94th INFANTRY DIVISION
Activated 15 Sep 1942 • Entered Combat 17 Sep 1944 Normandy • Days of Combat 209 • Casualties 6,533
Maj. Gen. Harry J. Malony (Sep 42 - May 45)
Brig. Gen. Louis J. Fortier (Jun 45 - Jul 45)
Maj. Gen. Allison J. Barnett (Aug 45 - inactivation)
Campaign Route Map
Following a brief stay in England, the 94th landed on Utah Beach on D plus 94, 8 September 1944, and moved into Brittany to assume responsibility for containing some 60,000 German troops besieged in the Channel ports of Lorient and St. Nazaire. The 94th inflicted over 2,700 casualties on the enemy and took 566 prisoners before being relieved on New Year's Day 1945. Moving west, the Division took positions in the Saar-Moselle Triangle, facing the Siegfried Switch Line, 7 January 1945, and shifted to the offensive, 14 January, seizing Tettingen and Butzdorf that day. The following day, the NennigBerg-Wies area was wrested from the enemy, but severe counterattacks followed, and Butzdorf, Berg, and most of Nennig changed hands several times before being finally secured. On the 20th, an unsuccessful battalion attack against Orscholz, eastern terminus of the switch position, resulted in loss of most of two companies. In early February the Division took Campholz woods and seized Sinz. On 19 February 1945, the Division launched a full-scale attack, storming the heights of Munzigen Ridge, backbone of the Saar-Moselle Triangle, and took all objectives. Moving forward, the 10th Armored and 94th secured the area from Orscholz to the confluence of the Saar and Moselle Rivers by 21 February 1945. Then, launching an attack across the Saar, it established and expanded a bridgehead. By 2 March 1945, the Division stretched over a 10-mile front, from Hocker Hill on the Saar through Zerf, and Lampaden to Ollmuth. A heavy German attack near Lampaden achieved penetrations, but the line was shortly restored, and on 13 March, spearheading the XX Corps, the 94th broke out of the bridgehead and drove to the Rhine, reaching that river, 21 March. Ludwigshafen was taken, 24 March, in conjunction with CCA of the 12th Armored Division. The Division then moved by rail and motor to the vicinity of Krefeld, Germany, assuming responsibility, 3 April, for containing the west side of the Ruhr pocket from positions along the Rhine. With the reduction of the pocket in mid-April, the Division was assigned military government duties, first in the Krefeld and later in the Dusseldorf areas.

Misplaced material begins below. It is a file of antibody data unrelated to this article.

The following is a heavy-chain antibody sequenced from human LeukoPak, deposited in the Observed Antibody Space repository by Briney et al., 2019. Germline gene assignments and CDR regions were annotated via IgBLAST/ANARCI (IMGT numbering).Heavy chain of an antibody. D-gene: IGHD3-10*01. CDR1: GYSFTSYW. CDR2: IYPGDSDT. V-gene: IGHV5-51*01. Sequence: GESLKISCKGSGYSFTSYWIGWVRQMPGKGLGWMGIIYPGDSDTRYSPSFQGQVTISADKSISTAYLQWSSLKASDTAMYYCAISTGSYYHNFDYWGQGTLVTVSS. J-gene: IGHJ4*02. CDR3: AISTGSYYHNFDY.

Date Activated is the date the division was activated or inducted into federal service (national guard units).
Casualties are number of killed, wounded in action, captured, and missing.
The dates after the campaign name are the dates of the campaign not of the division.
The Army Almanac: A Book of Facts Concerning the Army of the United States; , U.S. Government Printing Office. Army Battle Casualties and Nonbattle Deaths in World War II, Final Report, 1 December 1941 - 31 December 1946. US Army Center of Military History at http://www.history.army.mil/ Various divisional histories